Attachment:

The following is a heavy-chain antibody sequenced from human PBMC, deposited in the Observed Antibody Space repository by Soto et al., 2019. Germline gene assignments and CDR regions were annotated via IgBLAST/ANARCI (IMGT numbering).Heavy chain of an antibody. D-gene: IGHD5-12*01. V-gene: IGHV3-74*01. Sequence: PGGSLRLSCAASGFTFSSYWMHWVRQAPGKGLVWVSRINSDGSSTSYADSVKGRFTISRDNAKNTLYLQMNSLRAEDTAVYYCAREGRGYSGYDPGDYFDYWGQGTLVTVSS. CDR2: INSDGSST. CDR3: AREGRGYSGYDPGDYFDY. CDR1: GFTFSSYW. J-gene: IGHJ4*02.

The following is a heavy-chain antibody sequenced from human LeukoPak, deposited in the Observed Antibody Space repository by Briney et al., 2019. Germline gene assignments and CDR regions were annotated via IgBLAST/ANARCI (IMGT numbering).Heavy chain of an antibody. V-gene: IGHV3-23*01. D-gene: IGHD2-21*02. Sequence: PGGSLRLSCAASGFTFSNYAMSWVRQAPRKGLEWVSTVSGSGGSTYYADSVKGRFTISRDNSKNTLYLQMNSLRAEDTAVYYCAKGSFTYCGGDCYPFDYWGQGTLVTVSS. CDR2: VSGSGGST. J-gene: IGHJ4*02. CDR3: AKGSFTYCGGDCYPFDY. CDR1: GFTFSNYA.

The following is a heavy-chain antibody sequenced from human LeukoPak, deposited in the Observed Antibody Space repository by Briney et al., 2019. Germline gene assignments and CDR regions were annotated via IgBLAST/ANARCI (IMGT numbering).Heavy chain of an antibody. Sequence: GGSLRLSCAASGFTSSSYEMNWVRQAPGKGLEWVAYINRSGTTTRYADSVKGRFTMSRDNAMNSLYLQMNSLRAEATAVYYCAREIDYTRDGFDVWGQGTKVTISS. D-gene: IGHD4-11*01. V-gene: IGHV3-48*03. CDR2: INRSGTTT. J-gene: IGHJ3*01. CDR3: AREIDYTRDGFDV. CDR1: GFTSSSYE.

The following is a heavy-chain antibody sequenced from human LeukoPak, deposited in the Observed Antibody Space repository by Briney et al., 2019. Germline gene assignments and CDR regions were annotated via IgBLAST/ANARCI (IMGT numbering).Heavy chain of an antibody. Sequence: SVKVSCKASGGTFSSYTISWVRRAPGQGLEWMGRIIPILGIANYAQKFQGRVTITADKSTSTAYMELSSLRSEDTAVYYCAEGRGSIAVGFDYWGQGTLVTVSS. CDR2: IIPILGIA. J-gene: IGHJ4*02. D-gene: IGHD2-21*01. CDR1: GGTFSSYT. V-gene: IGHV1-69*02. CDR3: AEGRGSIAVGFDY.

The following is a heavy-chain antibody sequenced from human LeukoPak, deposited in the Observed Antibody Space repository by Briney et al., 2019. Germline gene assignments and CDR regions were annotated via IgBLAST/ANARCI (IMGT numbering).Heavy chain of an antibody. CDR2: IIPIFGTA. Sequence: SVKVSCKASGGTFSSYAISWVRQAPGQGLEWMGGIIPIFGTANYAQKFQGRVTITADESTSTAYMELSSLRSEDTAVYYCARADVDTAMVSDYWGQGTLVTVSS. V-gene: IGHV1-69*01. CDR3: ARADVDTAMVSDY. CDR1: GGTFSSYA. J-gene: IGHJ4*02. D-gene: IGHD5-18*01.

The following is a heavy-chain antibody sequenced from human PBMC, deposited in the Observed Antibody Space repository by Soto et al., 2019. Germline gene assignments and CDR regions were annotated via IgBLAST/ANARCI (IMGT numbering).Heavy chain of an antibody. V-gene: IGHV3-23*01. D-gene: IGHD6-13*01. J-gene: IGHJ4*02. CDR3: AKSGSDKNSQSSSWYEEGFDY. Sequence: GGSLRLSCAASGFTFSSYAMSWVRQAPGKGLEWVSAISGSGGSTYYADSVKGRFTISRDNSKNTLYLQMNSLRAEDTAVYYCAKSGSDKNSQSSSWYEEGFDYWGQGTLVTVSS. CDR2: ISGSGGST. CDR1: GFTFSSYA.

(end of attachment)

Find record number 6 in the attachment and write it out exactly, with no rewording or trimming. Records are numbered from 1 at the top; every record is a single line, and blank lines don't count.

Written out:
The following is a heavy-chain antibody sequenced from human PBMC, deposited in the Observed Antibody Space repository by Soto et al., 2019. Germline gene assignments and CDR regions were annotated via IgBLAST/ANARCI (IMGT numbering).Heavy chain of an antibody. V-gene: IGHV3-23*01. D-gene: IGHD6-13*01. J-gene: IGHJ4*02. CDR3: AKSGSDKNSQSSSWYEEGFDY. Sequence: GGSLRLSCAASGFTFSSYAMSWVRQAPGKGLEWVSAISGSGGSTYYADSVKGRFTISRDNSKNTLYLQMNSLRAEDTAVYYCAKSGSDKNSQSSSWYEEGFDYWGQGTLVTVSS. CDR2: ISGSGGST. CDR1: GFTFSSYA.